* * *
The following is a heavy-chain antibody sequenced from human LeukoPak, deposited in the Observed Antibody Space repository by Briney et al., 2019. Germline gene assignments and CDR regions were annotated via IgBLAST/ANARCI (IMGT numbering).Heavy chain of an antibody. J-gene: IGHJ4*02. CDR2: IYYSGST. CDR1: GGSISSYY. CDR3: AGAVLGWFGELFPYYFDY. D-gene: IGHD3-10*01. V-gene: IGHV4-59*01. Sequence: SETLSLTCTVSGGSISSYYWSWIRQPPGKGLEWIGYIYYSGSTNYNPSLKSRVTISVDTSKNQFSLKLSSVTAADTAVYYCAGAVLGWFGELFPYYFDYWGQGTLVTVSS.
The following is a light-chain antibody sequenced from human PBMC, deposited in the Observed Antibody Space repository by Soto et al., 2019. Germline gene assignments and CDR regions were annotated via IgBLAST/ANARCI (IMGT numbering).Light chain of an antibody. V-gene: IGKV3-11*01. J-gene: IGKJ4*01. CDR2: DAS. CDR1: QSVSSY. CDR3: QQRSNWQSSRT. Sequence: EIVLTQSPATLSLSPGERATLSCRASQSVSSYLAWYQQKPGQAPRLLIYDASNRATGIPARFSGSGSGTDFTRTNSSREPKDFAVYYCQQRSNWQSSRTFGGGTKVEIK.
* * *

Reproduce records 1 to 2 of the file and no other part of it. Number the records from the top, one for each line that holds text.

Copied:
The following is a heavy-chain antibody sequenced from human LeukoPak, deposited in the Observed Antibody Space repository by Briney et al., 2019. Germline gene assignments and CDR regions were annotated via IgBLAST/ANARCI (IMGT numbering).Heavy chain of an antibody. J-gene: IGHJ4*02. CDR2: IYYSGST. CDR1: GGSISSYY. CDR3: AGAVLGWFGELFPYYFDY. D-gene: IGHD3-10*01. V-gene: IGHV4-59*01. Sequence: SETLSLTCTVSGGSISSYYWSWIRQPPGKGLEWIGYIYYSGSTNYNPSLKSRVTISVDTSKNQFSLKLSSVTAADTAVYYCAGAVLGWFGELFPYYFDYWGQGTLVTVSS.
The following is a light-chain antibody sequenced from human PBMC, deposited in the Observed Antibody Space repository by Soto et al., 2019. Germline gene assignments and CDR regions were annotated via IgBLAST/ANARCI (IMGT numbering).Light chain of an antibody. V-gene: IGKV3-11*01. J-gene: IGKJ4*01. CDR2: DAS. CDR1: QSVSSY. CDR3: QQRSNWQSSRT. Sequence: EIVLTQSPATLSLSPGERATLSCRASQSVSSYLAWYQQKPGQAPRLLIYDASNRATGIPARFSGSGSGTDFTRTNSSREPKDFAVYYCQQRSNWQSSRTFGGGTKVEIK.